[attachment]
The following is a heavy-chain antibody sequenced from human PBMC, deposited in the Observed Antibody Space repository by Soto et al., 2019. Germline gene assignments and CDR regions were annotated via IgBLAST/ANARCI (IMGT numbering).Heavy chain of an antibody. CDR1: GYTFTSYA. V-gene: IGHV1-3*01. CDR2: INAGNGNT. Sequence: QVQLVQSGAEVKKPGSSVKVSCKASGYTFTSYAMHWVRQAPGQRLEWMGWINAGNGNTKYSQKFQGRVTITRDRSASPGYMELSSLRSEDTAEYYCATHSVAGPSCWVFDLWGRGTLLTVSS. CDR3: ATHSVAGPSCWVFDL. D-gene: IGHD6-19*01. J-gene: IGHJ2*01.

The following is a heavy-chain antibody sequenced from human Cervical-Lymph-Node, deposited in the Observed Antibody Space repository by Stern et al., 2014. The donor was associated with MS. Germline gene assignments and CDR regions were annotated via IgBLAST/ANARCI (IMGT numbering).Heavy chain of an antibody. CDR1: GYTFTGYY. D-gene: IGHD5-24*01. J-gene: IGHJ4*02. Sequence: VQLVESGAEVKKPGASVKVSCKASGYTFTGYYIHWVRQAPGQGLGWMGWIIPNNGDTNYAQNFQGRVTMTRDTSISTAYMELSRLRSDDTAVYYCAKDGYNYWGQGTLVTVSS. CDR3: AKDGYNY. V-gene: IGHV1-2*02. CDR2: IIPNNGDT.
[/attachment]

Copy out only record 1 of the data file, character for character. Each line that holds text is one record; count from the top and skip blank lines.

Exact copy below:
The following is a heavy-chain antibody sequenced from human PBMC, deposited in the Observed Antibody Space repository by Soto et al., 2019. Germline gene assignments and CDR regions were annotated via IgBLAST/ANARCI (IMGT numbering).Heavy chain of an antibody. CDR1: GYTFTSYA. V-gene: IGHV1-3*01. CDR2: INAGNGNT. Sequence: QVQLVQSGAEVKKPGSSVKVSCKASGYTFTSYAMHWVRQAPGQRLEWMGWINAGNGNTKYSQKFQGRVTITRDRSASPGYMELSSLRSEDTAEYYCATHSVAGPSCWVFDLWGRGTLLTVSS. CDR3: ATHSVAGPSCWVFDL. D-gene: IGHD6-19*01. J-gene: IGHJ2*01.